Some possible limitations of our study should be noted. Measuring lifestyle advice, we used self-reported data, as preventive and counselling activities have been found to be under recorded in EMRs . However, we cannot rule out recall bias [36, 39], which may have underestimated our measures. In addition, we did not measure whether the patient received advice from other caregivers than the GP, such as the cardiologist, which may have diluted a possible relationship between lifestyle advice received from the GP and patient HRQOL. Also, our measure of optimal pharmacological treatment did not take into account possible reasons to deviate from the suggestions in the guidelines such as contra indications and intolerance for drugs, multiple morbidities, or, simply, lack of robust evidence in case of chronic heart failure with preserved systolic function [40, 41]. Future studies should preferably measure these factors – which may have caused underestimation of rates in our study [42, 43]. Finally, we like to note that we cannot conclude that we showed causal linkages, as we used a cross-sectional design.
This study is one of very few studies that explore the importance of structured care factors that may be related to HRQOL and high quality care in heart failure in a representative sample of primary care practices. The presence of structured care elements varied widely. However, only few associations were found between the structured care characteristics and optimal management and HRQOL. Better insight into the possible relevance of these factors is of importance to guide the design of future practice models in primary care that will contribute to high quality heart failure management, and – ultimately – higher HRQOL in patients. Future studies may benefit from more robust study designs, and combining quantitative and qualitative research methods  to disentangle what elements of disease management are effective and to gain more insights into possibly mediating or moderating factors. Also, more information on how to measure structured chronic care is needed , especially in primary care.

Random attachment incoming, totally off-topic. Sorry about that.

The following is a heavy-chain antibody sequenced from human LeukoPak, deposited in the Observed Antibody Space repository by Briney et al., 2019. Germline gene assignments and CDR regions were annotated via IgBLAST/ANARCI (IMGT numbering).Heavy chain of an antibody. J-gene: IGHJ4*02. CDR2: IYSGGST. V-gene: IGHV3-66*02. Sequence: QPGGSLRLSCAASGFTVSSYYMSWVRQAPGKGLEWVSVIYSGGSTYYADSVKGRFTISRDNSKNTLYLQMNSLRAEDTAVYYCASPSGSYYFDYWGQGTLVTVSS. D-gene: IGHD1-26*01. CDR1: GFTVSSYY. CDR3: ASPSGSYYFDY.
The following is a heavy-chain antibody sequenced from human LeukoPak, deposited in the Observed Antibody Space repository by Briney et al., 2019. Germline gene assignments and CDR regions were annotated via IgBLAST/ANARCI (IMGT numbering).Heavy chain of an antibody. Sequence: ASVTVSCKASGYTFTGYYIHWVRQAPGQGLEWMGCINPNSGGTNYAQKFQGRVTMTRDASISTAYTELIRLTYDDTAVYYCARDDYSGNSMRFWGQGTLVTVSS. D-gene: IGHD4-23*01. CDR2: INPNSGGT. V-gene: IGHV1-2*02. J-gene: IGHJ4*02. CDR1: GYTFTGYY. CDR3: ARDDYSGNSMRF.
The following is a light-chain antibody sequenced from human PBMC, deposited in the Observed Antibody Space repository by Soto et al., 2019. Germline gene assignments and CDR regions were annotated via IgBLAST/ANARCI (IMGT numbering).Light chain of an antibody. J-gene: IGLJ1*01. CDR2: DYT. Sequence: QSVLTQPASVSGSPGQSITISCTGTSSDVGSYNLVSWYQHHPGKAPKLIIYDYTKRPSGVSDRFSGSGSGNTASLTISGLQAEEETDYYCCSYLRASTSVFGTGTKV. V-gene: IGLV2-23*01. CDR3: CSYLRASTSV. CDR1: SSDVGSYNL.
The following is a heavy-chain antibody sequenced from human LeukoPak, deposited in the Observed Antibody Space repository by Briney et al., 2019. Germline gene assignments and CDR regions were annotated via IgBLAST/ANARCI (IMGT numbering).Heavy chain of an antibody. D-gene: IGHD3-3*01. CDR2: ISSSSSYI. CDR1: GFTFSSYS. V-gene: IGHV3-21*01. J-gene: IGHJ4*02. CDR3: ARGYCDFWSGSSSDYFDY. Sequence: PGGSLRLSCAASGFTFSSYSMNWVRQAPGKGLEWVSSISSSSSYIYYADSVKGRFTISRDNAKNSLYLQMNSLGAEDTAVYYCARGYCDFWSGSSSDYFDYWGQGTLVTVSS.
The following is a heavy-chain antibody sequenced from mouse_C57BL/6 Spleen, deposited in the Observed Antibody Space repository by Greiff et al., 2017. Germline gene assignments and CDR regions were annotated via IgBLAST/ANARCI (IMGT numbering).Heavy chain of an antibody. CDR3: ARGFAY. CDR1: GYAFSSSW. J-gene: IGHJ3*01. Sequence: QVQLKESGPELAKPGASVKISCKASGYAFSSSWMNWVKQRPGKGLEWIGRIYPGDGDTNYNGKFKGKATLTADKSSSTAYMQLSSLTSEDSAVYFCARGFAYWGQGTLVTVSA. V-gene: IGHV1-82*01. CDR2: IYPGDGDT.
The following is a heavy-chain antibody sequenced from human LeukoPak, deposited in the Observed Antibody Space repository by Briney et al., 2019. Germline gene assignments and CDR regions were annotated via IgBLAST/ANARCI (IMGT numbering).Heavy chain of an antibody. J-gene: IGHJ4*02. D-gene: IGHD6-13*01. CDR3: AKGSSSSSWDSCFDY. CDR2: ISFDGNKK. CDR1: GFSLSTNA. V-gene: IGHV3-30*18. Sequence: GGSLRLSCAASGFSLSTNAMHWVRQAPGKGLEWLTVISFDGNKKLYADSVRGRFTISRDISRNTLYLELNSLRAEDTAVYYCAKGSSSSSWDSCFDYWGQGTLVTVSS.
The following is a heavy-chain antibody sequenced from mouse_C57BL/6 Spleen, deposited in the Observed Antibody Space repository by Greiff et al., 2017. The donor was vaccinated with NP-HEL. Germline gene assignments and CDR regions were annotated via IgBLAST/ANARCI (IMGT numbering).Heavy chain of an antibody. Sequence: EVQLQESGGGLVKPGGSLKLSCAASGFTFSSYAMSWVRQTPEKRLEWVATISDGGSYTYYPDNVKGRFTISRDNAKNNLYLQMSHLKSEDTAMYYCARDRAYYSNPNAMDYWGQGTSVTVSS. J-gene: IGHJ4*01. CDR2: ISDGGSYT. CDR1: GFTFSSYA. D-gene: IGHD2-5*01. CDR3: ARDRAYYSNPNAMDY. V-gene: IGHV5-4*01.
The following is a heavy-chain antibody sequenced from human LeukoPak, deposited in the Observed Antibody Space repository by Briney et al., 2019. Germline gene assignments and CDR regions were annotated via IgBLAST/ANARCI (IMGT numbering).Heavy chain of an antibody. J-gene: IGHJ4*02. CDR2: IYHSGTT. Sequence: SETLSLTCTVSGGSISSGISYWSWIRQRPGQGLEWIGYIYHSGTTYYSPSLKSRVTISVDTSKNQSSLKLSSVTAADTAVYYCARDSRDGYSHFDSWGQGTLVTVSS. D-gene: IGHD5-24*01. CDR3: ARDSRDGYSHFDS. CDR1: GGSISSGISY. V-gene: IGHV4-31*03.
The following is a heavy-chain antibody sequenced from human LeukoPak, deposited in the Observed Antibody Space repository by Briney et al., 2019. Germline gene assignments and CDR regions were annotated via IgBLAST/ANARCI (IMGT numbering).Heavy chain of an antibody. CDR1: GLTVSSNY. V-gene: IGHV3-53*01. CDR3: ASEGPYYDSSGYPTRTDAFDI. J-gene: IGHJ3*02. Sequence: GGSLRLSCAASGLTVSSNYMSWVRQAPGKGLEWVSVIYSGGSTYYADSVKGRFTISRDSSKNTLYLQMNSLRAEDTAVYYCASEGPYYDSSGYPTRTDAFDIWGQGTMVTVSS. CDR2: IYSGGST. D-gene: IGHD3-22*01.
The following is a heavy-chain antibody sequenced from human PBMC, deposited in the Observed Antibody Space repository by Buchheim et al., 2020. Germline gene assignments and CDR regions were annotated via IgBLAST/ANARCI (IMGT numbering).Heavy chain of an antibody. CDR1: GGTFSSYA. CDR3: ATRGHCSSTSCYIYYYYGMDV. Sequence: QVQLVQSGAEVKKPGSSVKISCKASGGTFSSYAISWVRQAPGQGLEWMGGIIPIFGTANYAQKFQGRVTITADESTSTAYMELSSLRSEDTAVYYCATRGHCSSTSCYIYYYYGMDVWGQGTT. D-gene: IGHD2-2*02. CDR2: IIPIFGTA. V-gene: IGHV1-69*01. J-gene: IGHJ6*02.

Mosterd A, Hoes AW: Clinical epidemiology of heart failure. Heart. 2007, 93: 1137-1146. 10.1136/hrt.2003.025270.
Bonneux L, Barendregt JJ, Meeter K, Bonsel GJ, Vandermaas PJ: Estimating Clinical Morbidity Due to Ischemic-Heart-Disease and Congestive-Heart-Failure – the Future Rise of Heart-Failure. American Journal of Public Health. 1994, 84: 20-28. 10.2105/AJPH.84.1.20.
Westert GP, Lagoe RJ, Keskimaki I, Leyland A, Murphy M: An international study of hospital readmissions and related utilization in Europe and the USA. Health Policy. 2002, 61: 269-278. 10.1016/S0168-8510(01)00236-6.
Juenger J, Schellberg D, Kraemer S, Haunstetter A, Zugck C, Herzog W, Haass M: Health related quality of life in patients with congestive heart failure: comparison with other chronic diseases and relation to functional variables. Heart. 2002, 87: 235-241. 10.1136/heart.87.3.235.
Hunt SA, Abraham WT, Chin MH, Feldman AM, Francis GS, Ganiats TG, Jessup M, Konstam MA, Mancini DM, Michl K, Oates JA, Rahko PS, Silver MA, Stevenson LW, Yancy CW: ACC/AHA 2005 Guideline Update for the Diagnosis and Management of Chronic Heart Failure in the Adult. Circulation. 2005, 112: E154-E235. 10.1161/CIRCULATIONAHA.105.167586.
Rutten FH, Walma E, Kruizinga G, Bakx H, Van Lieshout J: NHG-Standaard Hartfalen, eerste herziening. Huisarts en Wetenschap. 2005, 48: 64-76.